Communications / 9-1-1






Service and Communications

Emergency and routine communications (Dispatch) for Police and 911 Call taking for Fire and Medical assistance in South Lane County are the responsibility of the South Lane County 9-1-1 Public Safety Answering Point (SoLCOMM ). The PSAP is housed within the Cottage Grove Police Department and open 24 hours a day with one Communication Specialist on duty at all times.

The responsibilities of the Telecommunications Center include:

  • Emergency and routine police dispatch
  • Receiving and relaying Emergency Medical and Fire calls to Central Lane 911
  • Police business telephone reception
  • Counter reception
  • Computer entry and records searches. 
  • Statewide Teletype communications
  • Alarm and jail monitoring
  • Communications coordination between agencies
  • Miscellaneous essential clerical tasks

The Communications Center has 5 full-time employees and 1 Reserve Volunteer Dispatcher who are all trained and certified by the Oregon Department of Public Safety Standards and Training (DPSST) in Call Taking, first aid, CPR and emergency medical dispatch. Telecommunicators must complete their training at the DPSST Academy in Salem and upon successful completion are awarded their basic certification.  Intermediate and Advanced certifications are awarded when the required training and continuing education credits are completed.

Custom Micro Inc. supplies the department with the software necessary
for Computer Aided Dispatching, Records Keeping, and much more. Visit their web site at

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Responsibilities of the 9-1-1 Dispatcher

Emergency medical and fire call taking for the entire South Lane fire district. This area is between the Douglas County border on the south, Creswell on the north, Dorena in the east to Lorane in the west. During a large fire or motor vehicle accident, it's not unusual for the dispatcher to take 50/60 911 calls in a 10 minute period. Every call must be handled as quickly as possible but each one must be screened quickly and efficiently because hiding somewhere in that barrage may be another problem like a heart attack victim. Each call is screened to determine the type and location of the emergency then transferred to Central Lane 911 in Eugene who is responsible for dispatching the appropriate personnel and resources.

Emergency and routine police dispatch for the city as well as 911 call taking in the surrounding county area (same as South Lane fire district.)  Within the city limits, Cottage Grove police officers are dispatched. In the surrounding county area calls are transferred to the appropriate agency who has jurisdiction in the area of the call such as the Oregon State Police or Lane County Sheriff's Office.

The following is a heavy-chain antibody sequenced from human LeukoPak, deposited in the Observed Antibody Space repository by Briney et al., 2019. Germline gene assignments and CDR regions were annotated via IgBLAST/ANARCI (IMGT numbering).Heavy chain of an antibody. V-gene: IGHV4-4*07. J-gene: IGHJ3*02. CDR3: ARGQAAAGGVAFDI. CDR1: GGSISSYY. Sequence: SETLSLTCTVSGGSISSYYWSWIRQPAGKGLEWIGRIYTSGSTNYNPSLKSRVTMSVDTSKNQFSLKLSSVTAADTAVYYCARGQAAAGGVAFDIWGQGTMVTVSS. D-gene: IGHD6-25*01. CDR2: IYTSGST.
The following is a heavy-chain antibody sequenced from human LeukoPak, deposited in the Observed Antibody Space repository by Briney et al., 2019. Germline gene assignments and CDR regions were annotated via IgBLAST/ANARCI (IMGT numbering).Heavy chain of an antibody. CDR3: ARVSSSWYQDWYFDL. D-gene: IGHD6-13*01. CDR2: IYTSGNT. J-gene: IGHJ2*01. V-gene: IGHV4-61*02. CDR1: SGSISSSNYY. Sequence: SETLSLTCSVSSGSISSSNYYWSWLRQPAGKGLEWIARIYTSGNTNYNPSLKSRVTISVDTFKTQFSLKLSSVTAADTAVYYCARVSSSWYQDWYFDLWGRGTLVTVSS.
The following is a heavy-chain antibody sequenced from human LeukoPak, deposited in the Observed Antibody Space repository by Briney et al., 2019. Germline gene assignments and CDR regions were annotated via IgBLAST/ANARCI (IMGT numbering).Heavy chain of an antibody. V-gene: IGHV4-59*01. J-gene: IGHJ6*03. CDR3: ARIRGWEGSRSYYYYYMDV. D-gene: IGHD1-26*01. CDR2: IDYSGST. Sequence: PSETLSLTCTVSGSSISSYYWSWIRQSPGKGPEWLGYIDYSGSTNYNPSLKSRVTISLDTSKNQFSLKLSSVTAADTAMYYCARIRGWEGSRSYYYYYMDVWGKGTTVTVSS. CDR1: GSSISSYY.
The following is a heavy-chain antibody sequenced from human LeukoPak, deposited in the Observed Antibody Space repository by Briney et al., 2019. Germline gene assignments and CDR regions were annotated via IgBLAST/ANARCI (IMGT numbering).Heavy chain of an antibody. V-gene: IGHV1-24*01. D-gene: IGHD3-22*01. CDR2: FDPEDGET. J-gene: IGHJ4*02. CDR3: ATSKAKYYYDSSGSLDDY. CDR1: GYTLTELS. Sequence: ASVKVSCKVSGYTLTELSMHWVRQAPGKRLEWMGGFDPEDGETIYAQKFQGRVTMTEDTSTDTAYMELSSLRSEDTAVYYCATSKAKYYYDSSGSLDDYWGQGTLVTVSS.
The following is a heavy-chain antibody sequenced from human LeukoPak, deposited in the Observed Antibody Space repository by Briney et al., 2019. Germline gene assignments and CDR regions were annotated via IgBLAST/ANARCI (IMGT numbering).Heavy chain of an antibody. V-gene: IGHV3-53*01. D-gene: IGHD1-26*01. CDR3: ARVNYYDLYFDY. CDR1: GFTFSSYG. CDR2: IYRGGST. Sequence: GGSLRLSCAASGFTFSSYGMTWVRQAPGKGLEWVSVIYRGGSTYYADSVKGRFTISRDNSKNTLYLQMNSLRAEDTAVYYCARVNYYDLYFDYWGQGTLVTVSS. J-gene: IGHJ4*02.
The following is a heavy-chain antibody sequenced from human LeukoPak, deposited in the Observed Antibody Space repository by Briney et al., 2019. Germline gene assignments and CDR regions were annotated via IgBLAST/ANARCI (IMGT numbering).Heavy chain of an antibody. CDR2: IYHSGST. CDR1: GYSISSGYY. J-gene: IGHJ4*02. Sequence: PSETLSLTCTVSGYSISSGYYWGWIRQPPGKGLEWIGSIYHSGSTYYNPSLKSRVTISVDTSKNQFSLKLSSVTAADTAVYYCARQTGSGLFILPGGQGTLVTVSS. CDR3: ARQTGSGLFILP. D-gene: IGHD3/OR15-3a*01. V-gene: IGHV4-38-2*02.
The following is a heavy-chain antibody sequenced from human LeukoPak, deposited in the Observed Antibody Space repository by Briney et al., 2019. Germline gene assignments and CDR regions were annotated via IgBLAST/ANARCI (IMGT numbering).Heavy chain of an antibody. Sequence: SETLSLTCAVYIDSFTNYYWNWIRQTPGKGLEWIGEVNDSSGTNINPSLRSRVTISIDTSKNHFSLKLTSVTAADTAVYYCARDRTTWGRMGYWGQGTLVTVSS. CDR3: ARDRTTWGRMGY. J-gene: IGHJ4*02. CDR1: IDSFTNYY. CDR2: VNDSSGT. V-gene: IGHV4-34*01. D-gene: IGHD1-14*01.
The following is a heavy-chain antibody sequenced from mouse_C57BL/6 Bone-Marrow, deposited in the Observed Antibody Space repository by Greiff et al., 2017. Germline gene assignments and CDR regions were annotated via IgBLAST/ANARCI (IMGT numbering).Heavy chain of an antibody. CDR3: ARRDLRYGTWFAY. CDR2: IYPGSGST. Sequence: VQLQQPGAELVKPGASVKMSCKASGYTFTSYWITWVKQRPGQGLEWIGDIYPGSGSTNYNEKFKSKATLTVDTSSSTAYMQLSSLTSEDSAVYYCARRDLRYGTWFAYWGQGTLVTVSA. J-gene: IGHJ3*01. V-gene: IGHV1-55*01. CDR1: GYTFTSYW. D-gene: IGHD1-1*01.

Police business telephone reception for the city. This is where citizens report crimes and request assistance of a non-emergency nature. Each year the centers handles several thousand calls for service, many which require the completoin of police reports. Some of these calls come through the 911 lines but the majority of them were received through the business telephone lines. The calls vary in nature but range from requests for vacation house checks to bank robberies and domestic assault.

Counter reception. The dispatch center has many visitors every day with business that can't be handled over the phone such as picking up report copies, bringing in evidence or paperwork, requesting fingerprints, requesting to talk to an officer or investigator, registering bicycles, picking up impounded vehicles/dogs, etc..

Computer entry and records searches are performed by the dispatcher whenever requested by an officer or investigator. This ranges from a simple vehicle or operator's license check during a traffic stop to criminal history checks of person's arrested by this agency.

Statewide Teletype communications are the messages that must be sent out to other agencies concerning local crimes, wanted person checks, stolen vehicles, missing persons, etc.

Alarm and jail monitoring. We have eight jail cells located in the basement and two holding cells, one downstairs and one upstairs. Each of these cells are monitored by audio and video equipment with displays in the dispatch center. The dispatcher must constantly be aware of the condition of any prisoners and must coordinate an hourly "jail check" for those prisoners kept downstairs.

Communications coordination between agencies. The dispatcher must keep other agencies apprised of conditions that may impact those agencies.  We monitor radio communications for those agencies and assist with relaying messages from deputies and troopers who are unable to directly contact their agencies while conducting business in the South Lane County Area. 

Miscellaneous essential clerical tasks covers all the other routine tasks that the dispatcher must do, such as copying, filing and making the computer entries that pertain to the officer's activities. Each call that comes in is entered in the computer system. The dispatcher must document all staff activity in the computer as well as things like vehicle mileage for fuel, etc..


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